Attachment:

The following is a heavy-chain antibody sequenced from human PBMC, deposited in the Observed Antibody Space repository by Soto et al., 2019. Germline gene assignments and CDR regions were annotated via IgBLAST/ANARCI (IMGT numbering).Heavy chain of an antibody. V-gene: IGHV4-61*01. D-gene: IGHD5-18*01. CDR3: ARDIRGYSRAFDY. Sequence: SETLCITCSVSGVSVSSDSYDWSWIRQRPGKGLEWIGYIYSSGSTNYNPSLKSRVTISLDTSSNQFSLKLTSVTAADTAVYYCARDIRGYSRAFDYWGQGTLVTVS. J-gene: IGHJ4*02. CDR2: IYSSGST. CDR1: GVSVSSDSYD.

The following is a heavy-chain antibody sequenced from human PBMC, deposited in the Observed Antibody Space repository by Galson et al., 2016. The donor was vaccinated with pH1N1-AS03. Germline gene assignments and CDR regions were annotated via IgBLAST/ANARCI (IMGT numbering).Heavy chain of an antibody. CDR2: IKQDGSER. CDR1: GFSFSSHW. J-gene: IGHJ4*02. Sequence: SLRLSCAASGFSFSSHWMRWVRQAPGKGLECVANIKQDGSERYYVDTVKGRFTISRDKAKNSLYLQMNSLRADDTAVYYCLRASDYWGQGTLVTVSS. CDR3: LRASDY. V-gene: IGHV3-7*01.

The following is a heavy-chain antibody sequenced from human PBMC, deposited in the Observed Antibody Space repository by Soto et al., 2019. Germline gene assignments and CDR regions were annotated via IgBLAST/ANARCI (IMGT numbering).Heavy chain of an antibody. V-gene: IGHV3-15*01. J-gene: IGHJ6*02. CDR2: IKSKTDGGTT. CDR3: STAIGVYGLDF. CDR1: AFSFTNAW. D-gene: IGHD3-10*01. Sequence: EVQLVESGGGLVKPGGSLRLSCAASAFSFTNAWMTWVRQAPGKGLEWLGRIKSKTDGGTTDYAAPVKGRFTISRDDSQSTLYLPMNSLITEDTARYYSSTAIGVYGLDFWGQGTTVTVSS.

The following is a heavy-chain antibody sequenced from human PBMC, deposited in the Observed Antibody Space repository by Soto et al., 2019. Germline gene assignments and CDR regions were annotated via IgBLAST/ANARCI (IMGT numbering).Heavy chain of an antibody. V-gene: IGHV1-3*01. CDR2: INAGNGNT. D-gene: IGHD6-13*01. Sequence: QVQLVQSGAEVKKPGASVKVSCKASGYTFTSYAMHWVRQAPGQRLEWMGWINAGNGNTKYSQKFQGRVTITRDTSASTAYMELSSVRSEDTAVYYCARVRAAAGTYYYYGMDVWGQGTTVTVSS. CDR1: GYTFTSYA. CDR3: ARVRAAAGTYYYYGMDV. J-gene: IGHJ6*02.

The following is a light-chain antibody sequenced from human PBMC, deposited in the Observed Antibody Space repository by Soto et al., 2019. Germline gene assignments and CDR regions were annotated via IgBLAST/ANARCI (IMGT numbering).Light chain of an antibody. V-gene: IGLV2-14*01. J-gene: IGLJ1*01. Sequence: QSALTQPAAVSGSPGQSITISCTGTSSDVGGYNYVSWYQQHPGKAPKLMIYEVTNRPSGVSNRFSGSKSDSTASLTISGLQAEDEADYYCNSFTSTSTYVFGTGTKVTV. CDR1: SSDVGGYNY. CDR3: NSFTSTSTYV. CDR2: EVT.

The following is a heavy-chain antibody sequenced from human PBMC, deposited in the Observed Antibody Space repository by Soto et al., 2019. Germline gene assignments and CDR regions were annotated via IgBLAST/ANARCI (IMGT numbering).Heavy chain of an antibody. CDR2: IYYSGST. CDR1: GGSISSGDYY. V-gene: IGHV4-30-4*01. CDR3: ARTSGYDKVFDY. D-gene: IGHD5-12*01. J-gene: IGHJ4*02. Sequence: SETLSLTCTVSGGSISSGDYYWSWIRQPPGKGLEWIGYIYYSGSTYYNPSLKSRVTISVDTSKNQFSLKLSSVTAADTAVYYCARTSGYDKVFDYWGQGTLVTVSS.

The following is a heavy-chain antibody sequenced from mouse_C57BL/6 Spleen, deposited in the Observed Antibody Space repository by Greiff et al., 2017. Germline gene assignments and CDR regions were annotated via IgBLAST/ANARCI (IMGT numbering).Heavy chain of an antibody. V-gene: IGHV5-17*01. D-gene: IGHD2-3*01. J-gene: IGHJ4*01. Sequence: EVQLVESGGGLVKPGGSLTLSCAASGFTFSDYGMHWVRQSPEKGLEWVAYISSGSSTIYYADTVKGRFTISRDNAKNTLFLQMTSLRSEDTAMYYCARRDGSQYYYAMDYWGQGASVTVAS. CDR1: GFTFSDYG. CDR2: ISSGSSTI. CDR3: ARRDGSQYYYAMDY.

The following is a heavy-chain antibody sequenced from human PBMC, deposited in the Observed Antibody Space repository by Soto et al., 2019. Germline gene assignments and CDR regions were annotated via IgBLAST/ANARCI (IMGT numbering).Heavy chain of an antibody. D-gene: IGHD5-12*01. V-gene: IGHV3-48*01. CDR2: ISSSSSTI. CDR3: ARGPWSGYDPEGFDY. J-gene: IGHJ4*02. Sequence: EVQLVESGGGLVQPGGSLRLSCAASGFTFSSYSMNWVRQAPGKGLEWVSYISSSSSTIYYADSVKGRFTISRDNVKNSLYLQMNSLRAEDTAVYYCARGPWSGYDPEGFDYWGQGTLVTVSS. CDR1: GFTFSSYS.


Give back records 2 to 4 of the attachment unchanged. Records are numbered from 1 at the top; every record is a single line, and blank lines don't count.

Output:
The following is a heavy-chain antibody sequenced from human PBMC, deposited in the Observed Antibody Space repository by Galson et al., 2016. The donor was vaccinated with pH1N1-AS03. Germline gene assignments and CDR regions were annotated via IgBLAST/ANARCI (IMGT numbering).Heavy chain of an antibody. CDR2: IKQDGSER. CDR1: GFSFSSHW. J-gene: IGHJ4*02. Sequence: SLRLSCAASGFSFSSHWMRWVRQAPGKGLECVANIKQDGSERYYVDTVKGRFTISRDKAKNSLYLQMNSLRADDTAVYYCLRASDYWGQGTLVTVSS. CDR3: LRASDY. V-gene: IGHV3-7*01.

The following is a heavy-chain antibody sequenced from human PBMC, deposited in the Observed Antibody Space repository by Soto et al., 2019. Germline gene assignments and CDR regions were annotated via IgBLAST/ANARCI (IMGT numbering).Heavy chain of an antibody. V-gene: IGHV3-15*01. J-gene: IGHJ6*02. CDR2: IKSKTDGGTT. CDR3: STAIGVYGLDF. CDR1: AFSFTNAW. D-gene: IGHD3-10*01. Sequence: EVQLVESGGGLVKPGGSLRLSCAASAFSFTNAWMTWVRQAPGKGLEWLGRIKSKTDGGTTDYAAPVKGRFTISRDDSQSTLYLPMNSLITEDTARYYSSTAIGVYGLDFWGQGTTVTVSS.

The following is a heavy-chain antibody sequenced from human PBMC, deposited in the Observed Antibody Space repository by Soto et al., 2019. Germline gene assignments and CDR regions were annotated via IgBLAST/ANARCI (IMGT numbering).Heavy chain of an antibody. V-gene: IGHV1-3*01. CDR2: INAGNGNT. D-gene: IGHD6-13*01. Sequence: QVQLVQSGAEVKKPGASVKVSCKASGYTFTSYAMHWVRQAPGQRLEWMGWINAGNGNTKYSQKFQGRVTITRDTSASTAYMELSSVRSEDTAVYYCARVRAAAGTYYYYGMDVWGQGTTVTVSS. CDR1: GYTFTSYA. CDR3: ARVRAAAGTYYYYGMDV. J-gene: IGHJ6*02.